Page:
Subscribe to The Jewish Standard free weekly newsletter

 
font size: +
 

Weathering Irene

Two Jews among 33 deaths, but for most, storm was a costly annoyance

 
|| Tell-a-Friend || Print
 
 
image
The parking lot of Temple Israel and Jewish Community Center of Ridgewood was turned into a river, “with actual white rapids at some points,” said its rabbi, David Fine. Courtesy Rabbi David Fine

For some in the Jewish community, Hurricane Irene was a soggy inconvenience.

For others, it became a moment to extend a helping hand — in at least one case, tragically.

Throughout the tristate area, tragedies were at a minimum, but the few tragedies that there were nevertheless were major ones for the families involved.

David Reichenberg, a 50-year-old Orthodox Jewish father of four from Spring Valley, N.Y., died saving a father and his six-year-old son from a downed power line. Reichenberg came into contact with the live wire and was electrocuted. He was one of at least two Jews who were reported killed by the storm.

The other, Rozalia Gluck, 82, was trapped in a Catskills motel that was swept away by flood waters during the storm. Authorities recovered her body late Sunday.

By late Monday, 33 deaths in 10 states were attributed to Hurricane Irene, The Associated Press reported.

Reichenberg's death came after he stopped to help a Jewish boy and his father who had been viewing damage outside their home in Rockland County, N.Y. The boy had touched a metal fence electrified by a fallen wire. Reichenberg pulled the two from the fence, but could not escape himself, according to an eyewitness.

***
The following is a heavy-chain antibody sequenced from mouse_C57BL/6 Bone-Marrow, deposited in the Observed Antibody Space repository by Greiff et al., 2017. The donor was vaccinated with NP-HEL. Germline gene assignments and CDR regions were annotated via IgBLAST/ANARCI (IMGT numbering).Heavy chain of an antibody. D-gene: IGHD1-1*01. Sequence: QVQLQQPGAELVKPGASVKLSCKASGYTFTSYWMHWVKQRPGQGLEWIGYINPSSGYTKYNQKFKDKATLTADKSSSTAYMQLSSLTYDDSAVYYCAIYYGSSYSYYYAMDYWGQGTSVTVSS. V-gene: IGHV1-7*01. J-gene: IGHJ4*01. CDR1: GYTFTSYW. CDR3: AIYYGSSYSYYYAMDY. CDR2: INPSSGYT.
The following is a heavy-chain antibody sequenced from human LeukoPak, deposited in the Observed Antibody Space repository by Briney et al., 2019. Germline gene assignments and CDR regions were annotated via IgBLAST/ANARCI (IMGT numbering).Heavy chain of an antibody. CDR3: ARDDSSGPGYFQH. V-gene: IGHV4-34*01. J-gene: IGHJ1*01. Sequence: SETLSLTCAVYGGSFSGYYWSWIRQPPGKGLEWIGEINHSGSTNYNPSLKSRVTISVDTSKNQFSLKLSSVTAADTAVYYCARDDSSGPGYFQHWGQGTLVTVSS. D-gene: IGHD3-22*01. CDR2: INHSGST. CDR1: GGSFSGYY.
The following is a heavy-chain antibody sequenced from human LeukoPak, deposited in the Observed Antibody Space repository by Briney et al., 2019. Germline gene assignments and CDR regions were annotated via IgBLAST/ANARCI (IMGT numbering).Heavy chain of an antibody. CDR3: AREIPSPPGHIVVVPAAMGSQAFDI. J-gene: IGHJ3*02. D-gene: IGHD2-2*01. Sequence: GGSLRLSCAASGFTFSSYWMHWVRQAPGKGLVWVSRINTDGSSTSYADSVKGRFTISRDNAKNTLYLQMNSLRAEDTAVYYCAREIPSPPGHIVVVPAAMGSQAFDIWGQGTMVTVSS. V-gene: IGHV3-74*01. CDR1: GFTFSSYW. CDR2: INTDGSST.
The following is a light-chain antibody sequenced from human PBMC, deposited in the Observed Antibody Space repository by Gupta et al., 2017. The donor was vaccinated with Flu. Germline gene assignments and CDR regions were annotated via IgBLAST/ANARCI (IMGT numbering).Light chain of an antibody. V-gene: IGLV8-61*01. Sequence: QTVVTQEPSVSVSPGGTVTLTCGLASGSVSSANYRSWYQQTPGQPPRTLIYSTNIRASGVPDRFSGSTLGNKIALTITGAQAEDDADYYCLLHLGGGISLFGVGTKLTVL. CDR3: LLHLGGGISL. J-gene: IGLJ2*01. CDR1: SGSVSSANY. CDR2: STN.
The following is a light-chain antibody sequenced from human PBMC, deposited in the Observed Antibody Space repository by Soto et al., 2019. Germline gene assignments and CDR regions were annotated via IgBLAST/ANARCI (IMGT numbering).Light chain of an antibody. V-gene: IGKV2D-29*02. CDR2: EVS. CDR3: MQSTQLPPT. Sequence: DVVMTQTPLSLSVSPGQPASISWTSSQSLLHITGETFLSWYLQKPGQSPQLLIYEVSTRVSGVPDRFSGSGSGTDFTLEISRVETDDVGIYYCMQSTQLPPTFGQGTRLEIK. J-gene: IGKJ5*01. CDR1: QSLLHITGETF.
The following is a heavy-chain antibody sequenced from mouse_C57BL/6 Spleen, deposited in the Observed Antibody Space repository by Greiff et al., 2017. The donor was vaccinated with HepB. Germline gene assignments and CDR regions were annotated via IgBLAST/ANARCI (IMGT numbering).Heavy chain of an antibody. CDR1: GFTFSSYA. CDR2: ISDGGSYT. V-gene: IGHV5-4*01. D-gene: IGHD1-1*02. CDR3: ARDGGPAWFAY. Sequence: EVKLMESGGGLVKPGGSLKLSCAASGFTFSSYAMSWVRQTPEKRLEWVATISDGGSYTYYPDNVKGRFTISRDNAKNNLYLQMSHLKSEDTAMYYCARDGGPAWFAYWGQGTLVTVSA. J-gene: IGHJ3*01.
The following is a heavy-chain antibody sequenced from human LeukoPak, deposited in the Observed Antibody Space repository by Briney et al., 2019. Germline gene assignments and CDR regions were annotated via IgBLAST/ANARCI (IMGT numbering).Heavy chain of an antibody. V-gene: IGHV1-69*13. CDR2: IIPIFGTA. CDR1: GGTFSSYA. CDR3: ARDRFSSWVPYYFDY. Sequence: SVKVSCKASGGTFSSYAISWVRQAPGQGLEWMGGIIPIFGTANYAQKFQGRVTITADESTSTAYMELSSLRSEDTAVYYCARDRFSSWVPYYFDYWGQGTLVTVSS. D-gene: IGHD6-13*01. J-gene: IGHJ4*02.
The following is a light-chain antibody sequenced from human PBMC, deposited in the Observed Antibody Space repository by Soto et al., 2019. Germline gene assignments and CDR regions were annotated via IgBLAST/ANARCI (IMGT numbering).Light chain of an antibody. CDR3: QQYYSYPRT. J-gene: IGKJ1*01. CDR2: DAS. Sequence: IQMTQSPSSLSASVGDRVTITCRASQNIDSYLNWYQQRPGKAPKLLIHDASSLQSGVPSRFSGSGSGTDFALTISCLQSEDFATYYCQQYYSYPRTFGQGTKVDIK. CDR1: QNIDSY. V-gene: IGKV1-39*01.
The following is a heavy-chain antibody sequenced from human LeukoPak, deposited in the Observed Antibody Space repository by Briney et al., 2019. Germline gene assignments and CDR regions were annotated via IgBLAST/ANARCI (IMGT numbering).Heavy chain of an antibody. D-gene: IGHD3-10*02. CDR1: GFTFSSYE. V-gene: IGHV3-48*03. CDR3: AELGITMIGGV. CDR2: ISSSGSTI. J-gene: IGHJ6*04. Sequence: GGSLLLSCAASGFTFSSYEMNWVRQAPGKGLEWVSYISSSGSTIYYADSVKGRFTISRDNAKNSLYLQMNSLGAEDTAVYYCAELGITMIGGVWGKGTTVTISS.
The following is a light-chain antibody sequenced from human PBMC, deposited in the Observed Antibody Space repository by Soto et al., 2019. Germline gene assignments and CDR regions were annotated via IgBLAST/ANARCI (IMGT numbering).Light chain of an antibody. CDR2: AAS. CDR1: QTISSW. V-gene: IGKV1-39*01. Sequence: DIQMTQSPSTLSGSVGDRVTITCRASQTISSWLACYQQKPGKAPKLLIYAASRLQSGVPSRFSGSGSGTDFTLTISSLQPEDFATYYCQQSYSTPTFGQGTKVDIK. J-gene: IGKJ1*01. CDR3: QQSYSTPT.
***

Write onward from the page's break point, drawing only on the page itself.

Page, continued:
Reichenberg was buried Sunday night. The injured boy was reported to be in critical but stable condition as of Monday. His father suffered only minor injuries.

Even before the storm struck, the Jewish community attempted to prepare for the worst.

Officials offered both practical and religious counsel in preparation for the hurricane. The Union for Reform Judaism (URJ) issued hurricane preparation guides. The Orthodox website Vos Iz Neias {Ed. Note: it means "What's New?") posted halachic guidelines issued years ago by the Orthodox Union, Agudath Israel of America and others for what to do on the Sabbath in the event of a hurricane.

Lindsay Goldman, the director of UJA-Federation of New York's J-11 Information Referral Center, reported that the philanthropy had advised its partner agencies to activate their emergency protocols, many of which were created only in recent years by federation grants, and were co-coordinating agencies to assist one another. As of Monday morning, she said, all agencies had reported that they were open.